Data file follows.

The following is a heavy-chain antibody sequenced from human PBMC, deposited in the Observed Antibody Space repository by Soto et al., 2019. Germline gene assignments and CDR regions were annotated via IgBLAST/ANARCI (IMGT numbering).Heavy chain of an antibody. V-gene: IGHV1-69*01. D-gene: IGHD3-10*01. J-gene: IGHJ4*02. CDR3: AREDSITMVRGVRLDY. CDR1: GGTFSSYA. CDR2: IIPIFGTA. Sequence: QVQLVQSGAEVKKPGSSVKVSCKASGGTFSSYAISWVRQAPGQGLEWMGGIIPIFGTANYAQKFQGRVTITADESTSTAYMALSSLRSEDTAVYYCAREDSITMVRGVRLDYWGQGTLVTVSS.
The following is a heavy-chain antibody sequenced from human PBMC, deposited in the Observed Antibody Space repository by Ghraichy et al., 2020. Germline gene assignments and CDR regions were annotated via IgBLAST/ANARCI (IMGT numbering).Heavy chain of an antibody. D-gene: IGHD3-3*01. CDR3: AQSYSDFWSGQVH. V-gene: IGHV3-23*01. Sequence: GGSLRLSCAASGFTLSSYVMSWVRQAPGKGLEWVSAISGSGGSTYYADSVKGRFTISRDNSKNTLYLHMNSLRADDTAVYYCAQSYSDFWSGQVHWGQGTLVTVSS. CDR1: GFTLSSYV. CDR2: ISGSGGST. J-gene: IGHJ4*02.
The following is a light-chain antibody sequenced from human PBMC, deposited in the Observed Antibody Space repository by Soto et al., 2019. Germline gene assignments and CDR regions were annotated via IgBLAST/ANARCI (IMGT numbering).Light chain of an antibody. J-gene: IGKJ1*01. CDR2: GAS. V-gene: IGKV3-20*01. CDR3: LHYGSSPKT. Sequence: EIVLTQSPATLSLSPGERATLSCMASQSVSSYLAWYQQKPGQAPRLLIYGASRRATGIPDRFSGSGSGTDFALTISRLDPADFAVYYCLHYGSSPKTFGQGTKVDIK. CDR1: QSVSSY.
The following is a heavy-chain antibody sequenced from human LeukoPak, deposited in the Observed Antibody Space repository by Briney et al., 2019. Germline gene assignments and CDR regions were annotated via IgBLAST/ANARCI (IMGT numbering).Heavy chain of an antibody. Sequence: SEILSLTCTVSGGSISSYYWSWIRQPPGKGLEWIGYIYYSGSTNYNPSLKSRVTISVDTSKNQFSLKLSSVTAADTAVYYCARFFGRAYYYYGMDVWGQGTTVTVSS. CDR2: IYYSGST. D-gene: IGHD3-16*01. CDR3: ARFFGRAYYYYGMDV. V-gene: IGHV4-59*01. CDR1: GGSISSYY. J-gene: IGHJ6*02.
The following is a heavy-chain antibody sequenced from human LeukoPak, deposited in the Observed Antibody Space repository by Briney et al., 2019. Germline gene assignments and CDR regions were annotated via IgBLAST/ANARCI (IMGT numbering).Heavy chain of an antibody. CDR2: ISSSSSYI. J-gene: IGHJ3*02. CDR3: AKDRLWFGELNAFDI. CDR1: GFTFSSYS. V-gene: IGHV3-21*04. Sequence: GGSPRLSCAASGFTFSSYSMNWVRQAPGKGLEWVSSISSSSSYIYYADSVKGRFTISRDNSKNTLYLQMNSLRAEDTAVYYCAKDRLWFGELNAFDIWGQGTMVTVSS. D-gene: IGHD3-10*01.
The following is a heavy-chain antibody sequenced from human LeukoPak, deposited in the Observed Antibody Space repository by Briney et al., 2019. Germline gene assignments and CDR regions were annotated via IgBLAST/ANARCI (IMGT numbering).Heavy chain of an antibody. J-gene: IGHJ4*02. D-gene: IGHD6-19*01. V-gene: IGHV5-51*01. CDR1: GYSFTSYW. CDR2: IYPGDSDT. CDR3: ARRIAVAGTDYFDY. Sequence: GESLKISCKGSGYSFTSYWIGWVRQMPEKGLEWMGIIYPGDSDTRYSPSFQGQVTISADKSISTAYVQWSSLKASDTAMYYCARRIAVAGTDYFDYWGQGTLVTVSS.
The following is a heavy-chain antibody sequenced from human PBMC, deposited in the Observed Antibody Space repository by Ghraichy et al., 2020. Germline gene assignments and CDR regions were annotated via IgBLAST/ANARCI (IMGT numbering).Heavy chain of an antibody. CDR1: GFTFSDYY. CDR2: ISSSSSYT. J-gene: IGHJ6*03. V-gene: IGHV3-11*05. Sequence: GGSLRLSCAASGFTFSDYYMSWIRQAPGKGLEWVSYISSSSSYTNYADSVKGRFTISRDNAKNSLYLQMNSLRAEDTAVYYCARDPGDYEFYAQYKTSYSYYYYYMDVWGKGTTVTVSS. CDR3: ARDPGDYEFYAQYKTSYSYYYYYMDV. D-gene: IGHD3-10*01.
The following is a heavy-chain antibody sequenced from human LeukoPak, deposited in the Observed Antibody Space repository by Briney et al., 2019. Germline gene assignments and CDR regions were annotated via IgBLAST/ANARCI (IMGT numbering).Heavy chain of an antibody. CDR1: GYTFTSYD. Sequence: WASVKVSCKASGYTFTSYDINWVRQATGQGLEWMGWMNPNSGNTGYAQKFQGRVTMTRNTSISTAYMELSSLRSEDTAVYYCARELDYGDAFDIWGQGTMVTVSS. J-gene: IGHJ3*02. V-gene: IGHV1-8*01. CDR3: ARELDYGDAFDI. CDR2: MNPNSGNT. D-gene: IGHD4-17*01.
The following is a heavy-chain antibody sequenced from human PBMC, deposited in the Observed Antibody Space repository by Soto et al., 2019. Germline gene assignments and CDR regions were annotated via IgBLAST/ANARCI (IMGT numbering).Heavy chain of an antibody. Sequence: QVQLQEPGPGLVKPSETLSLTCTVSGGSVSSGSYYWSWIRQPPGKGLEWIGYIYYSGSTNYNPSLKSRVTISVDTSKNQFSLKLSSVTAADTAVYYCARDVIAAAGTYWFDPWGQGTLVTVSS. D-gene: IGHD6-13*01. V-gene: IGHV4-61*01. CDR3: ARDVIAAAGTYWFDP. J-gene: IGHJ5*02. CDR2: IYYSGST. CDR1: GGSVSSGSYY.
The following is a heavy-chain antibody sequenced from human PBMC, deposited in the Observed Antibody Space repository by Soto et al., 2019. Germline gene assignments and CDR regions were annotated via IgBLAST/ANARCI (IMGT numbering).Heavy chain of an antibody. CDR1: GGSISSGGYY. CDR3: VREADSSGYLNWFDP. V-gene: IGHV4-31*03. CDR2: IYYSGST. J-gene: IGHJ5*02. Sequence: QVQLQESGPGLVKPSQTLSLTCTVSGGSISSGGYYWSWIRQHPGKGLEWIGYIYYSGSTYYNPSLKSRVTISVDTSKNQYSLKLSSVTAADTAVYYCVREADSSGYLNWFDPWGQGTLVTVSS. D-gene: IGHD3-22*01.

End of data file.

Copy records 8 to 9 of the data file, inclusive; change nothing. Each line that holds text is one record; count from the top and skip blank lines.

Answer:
The following is a heavy-chain antibody sequenced from human LeukoPak, deposited in the Observed Antibody Space repository by Briney et al., 2019. Germline gene assignments and CDR regions were annotated via IgBLAST/ANARCI (IMGT numbering).Heavy chain of an antibody. CDR1: GYTFTSYD. Sequence: WASVKVSCKASGYTFTSYDINWVRQATGQGLEWMGWMNPNSGNTGYAQKFQGRVTMTRNTSISTAYMELSSLRSEDTAVYYCARELDYGDAFDIWGQGTMVTVSS. J-gene: IGHJ3*02. V-gene: IGHV1-8*01. CDR3: ARELDYGDAFDI. CDR2: MNPNSGNT. D-gene: IGHD4-17*01.
The following is a heavy-chain antibody sequenced from human PBMC, deposited in the Observed Antibody Space repository by Soto et al., 2019. Germline gene assignments and CDR regions were annotated via IgBLAST/ANARCI (IMGT numbering).Heavy chain of an antibody. Sequence: QVQLQEPGPGLVKPSETLSLTCTVSGGSVSSGSYYWSWIRQPPGKGLEWIGYIYYSGSTNYNPSLKSRVTISVDTSKNQFSLKLSSVTAADTAVYYCARDVIAAAGTYWFDPWGQGTLVTVSS. D-gene: IGHD6-13*01. V-gene: IGHV4-61*01. CDR3: ARDVIAAAGTYWFDP. J-gene: IGHJ5*02. CDR2: IYYSGST. CDR1: GGSVSSGSYY.